24 August 2020


SUBJECTS: Victorian Liberal Party branch stacking; Michael Sukkar; aged care; early super access scheme fraud; NT election result; border restrictions.

PATRICIA KARVELAS, HOST: For my political panel now, I want to bring in that panel. Liberal Senator James Patterson and Shadow Assistant Treasurer Stephen Jones, welcome to both of you. And then let's start off with the allegations within the Victorian Liberal Party. James Patterson, you were mentioned in leaked conversations between Marcus Bastiaan and the vice president of the Young Liberals. What's your response to what happened there?

SENATOR JAMES PATTERSON, SENATOR FOR VICTORIA: Well Patricia, these are serious allegations and there's no less than three separate inquiries now being conducted into them. Two by the Department of Finance after being referred by Michael Sukkar and Kevin Andrews into their own offices, although they've maintained their innocence, and one by the Victorian Division into the Victorian Division. And that's an appropriate response to the serious allegations that were made. On specifically the references to myself, I mean, I completely accept as a politician any and all criticism that comes my way. But I would hope that we could all agree that family members should be off limits and particularly from those who claim to believe in family values. 

KARVELAS: Yeah, James Patterson, I find the comments very offensive. So I kind of tried to avoid it but I do think our audience deserves some context if they didn't see. There was comment about you and your wife not yet having children. You actually have since had children, but it was it was quite an offensive statement. You just mentioned that you know, it's fine for you to be brought in but not your wife, but it's bigger than that, isn't it? I mean many people have read it as very sexist statement.

PATTERSON That's right, I think they are values and attitudes that are not welcome in the Liberal Party and I welcome Marcus Bastiaan decision to resign from the Liberal Party today. I think that's appropriate and in the best interest of the party. A lot of couples do struggle with fertility and I know they would have been particularly hurt by that and a lot of people make their legitimate decisions not to have children for their own reasons, and I don't think people's worth and particularly women's worth should be measured by their ability to have children.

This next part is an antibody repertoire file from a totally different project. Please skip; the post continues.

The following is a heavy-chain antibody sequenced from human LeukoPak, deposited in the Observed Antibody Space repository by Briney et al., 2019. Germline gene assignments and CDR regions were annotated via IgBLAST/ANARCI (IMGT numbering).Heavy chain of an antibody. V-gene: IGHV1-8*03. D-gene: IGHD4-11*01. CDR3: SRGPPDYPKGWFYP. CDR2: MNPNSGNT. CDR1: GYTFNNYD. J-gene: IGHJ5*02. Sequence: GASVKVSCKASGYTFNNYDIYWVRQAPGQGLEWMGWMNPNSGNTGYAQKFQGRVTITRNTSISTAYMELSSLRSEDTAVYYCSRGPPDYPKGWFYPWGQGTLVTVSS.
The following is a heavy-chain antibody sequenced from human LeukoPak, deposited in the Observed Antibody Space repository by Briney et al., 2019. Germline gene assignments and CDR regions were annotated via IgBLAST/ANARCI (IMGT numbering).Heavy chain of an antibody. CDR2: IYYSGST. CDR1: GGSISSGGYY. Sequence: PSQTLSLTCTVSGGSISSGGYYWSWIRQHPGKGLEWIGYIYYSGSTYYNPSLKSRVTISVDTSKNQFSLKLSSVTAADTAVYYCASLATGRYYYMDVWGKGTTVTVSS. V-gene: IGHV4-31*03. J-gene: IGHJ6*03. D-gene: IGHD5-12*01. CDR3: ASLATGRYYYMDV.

KARVELAS: No. Does the Victorian Liberal Party have a problem with misogyny and racism as was expressed in this piece on 60 Minutes. 

PATTERSON: I don't think it's a systemic problem. But clearly there's at least one member who has views like that which are problematic.

KARVELAS: But is it just one?

PATTERSON: Well, it hasn't been my experience in the Liberal Party. And if you ask my wife if she was doing this interview, I don't think she would say it's her experience either. Overwhelmingly, I think Liberal Party is a very welcoming political party to women and everyone else. In fact, anyone who shares our values is very welcome to be part of the Liberal Party and frankly most Liberals are not interested in your gender or your sexuality or your religion or your race or anything other than your values. That's what we really care about. 

KARVELAS: Okay. Do you think Michael Sukkar should stand aside while these investigations are happening? 

PATTERSON: No, I don't think that's a reasonable expectation. He's appropriately referred this to Department of Finance. And I know he will take very seriously any findings that they make but until then I don't think any action like that's warranted.